Professor’s Research of Harriet Tubman’s Life and Legacy Spurs Bicentennial Project in Ms.

Small insert of a smiling Janell Hobson in the corner of an illustration of Harriet Tubman with the words "Tubman200" and "200 years ago, a child was born into chattle slavery. She grew up to become a liberator."
Janell Hobson, insert, edited and wrote the introduction to the Tubman 200 project in Ms.

By Margaret Hartley

ALBANY, N.Y. (Feb. 3, 2022) — “Two hundred years ago, a child was born into chattel slavery. She grew up to become a liberator. Abolitionist. Diviner. Healer. Nurse. Naturalist. Freedom fighter. Military raid leader. Spy. Scout. Suffragist. Daughter. Sister. Wife. Mother. Aunt. Friend. National Icon. This is the legacy of Harriet Tubman (1822-1913), born Araminta Ross, called Minty in her youth, and heralded as Moses in her extraordinary adult years of emancipatory action.”

So begins Janell Hobson’s tribute, the introduction to the Harriet Tubman Bicentennial Project, a special commemorative issue of Ms. magazine, in print and an interactive online site. Dubbed “Tubman 200,” the project includes an essay series focusing on Tubman’s life and legacy that began with Hobson’s piece on Feb. 1 and continues through March 10.

Hobson, professor of Women’s, Gender & Sexuality Studies and the 2021-2022 Community Fellow at the Institute for History and Public Engagement, proposed the bicentennial series to Ms. and, in addition to writing the introduction, is an editor for the entire project.

“I’ve been researching Harriet Tubman ever since I planned a centennial symposium here at the University to mark her anniversary passing in 2013,” Hobson said. “These past nine years, I’ve been attending special Tubman conferences, visiting her birthplace, her home and gravesite in Auburn, N.Y., and I’ve published diverse articles on the subject. She’s the focus of a chapter in my recent book, When God Lost Her Tongue: Historical Consciousness and the Black Feminist Imagination (Routledge, 2021). So it made sense, with her bicentennial birthday in 2022, that I would revisit her legacy, this time within the popular press and not just within academia. As a contributing writer to Ms. who has a working relationship with its editors, they were very receptive to my proposal for this project.”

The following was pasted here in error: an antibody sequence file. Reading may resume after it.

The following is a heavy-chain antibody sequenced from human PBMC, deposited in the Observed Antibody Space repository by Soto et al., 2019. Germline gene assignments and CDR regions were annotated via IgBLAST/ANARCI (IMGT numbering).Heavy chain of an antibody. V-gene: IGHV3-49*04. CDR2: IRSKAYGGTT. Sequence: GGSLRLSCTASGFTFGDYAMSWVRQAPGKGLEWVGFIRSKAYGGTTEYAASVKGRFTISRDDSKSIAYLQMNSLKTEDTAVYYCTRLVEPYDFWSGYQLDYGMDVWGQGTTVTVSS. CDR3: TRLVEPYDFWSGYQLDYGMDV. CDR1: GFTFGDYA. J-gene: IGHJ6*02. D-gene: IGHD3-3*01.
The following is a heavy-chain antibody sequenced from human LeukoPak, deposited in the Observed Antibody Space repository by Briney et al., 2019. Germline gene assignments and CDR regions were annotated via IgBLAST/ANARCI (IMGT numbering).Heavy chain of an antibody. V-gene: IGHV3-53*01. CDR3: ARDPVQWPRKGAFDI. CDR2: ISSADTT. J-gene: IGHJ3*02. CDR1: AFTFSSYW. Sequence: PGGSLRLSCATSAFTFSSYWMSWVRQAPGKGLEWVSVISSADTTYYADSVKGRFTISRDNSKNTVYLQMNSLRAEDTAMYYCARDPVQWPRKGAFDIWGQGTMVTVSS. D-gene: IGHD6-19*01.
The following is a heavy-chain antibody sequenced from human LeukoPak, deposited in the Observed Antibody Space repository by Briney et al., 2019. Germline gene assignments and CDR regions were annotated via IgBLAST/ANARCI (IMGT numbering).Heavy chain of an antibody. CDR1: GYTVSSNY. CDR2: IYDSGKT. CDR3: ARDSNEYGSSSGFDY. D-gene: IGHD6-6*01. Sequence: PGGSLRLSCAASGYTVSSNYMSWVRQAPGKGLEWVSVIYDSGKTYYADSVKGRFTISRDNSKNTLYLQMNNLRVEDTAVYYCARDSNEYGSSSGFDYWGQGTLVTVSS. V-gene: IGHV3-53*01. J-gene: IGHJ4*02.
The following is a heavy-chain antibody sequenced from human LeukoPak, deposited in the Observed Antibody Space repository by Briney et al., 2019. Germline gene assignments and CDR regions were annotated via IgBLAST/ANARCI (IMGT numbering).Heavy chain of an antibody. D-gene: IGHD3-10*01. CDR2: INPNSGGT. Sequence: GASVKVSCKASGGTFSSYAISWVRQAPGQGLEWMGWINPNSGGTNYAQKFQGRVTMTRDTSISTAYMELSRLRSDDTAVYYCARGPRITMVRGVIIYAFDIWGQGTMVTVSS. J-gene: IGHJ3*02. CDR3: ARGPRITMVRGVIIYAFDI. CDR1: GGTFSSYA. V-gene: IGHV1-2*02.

Hobson calls Tubman “an apt historical symbol for our current age,” whose image will be on the U.S. $20 bill by 2030 as a recognition of her commitment to freedom, both through self-emancipation and the emancipation of others.

“It was during Tubman’s childhood … that a secret network of anti-slavery agents, long in existence, became known as the ‘Underground Railroad.’ Named after the newly built railroad system crisscrossing the country, which began in 1830, it consisted of free and enslaved and Black and white allies who aided self-liberators to free states and Canada,” Hobson writes. “During the decade of the 1850s, Tubman, who self-liberated from slavery in the autumn season of 1849, would return to the South 13 times to rescue approximately 70 people and pass instructions on to 70 more, thus becoming one of the most celebrated of the Underground Railroad agents, or ‘conductors.’”  

Essays in the “Tubman 200” project will include a look at her “visions,” possibly caused by the seizures she suffered after an overseer threw a two-pound weight at her head; her ability to navigate by stars; and conversations with artists, historians and Tubman’s descendants. There also are interactive features, including a timeline of Tubman’s life and an estimation of how much she would be owed had she been paid for her years of labor.

“I’m just really excited and honored to mark an important year for such an important figure in our culture,” Hobson said. “And I’m finding ways to extend my role as an educator beyond the classroom, from offering to the public essays by diverse scholars to interactive features like poetry, a calculator, a history timeline. This is what interdisciplinary learning looks like within the field of women’s, gender and sexuality studies. I also get to involve my graduate students in my research seminar who will collaborate with me on the project’s Harriet Tubman Syllabus. I believe this will be a great opportunity for my students to engage in research in real time and to extend their learning beyond classroom walls.”

Tubman’s exact birth date 200 years ago is unknown. “Born in either late February or early March in 1822, Tubman is the bridge between Black History and Women’s History months,” Hobson writes. “She stood at the intersection of race and gender and ushered in freedom for all because her own freedom required it.”

Explore the entire Tubman 200 site.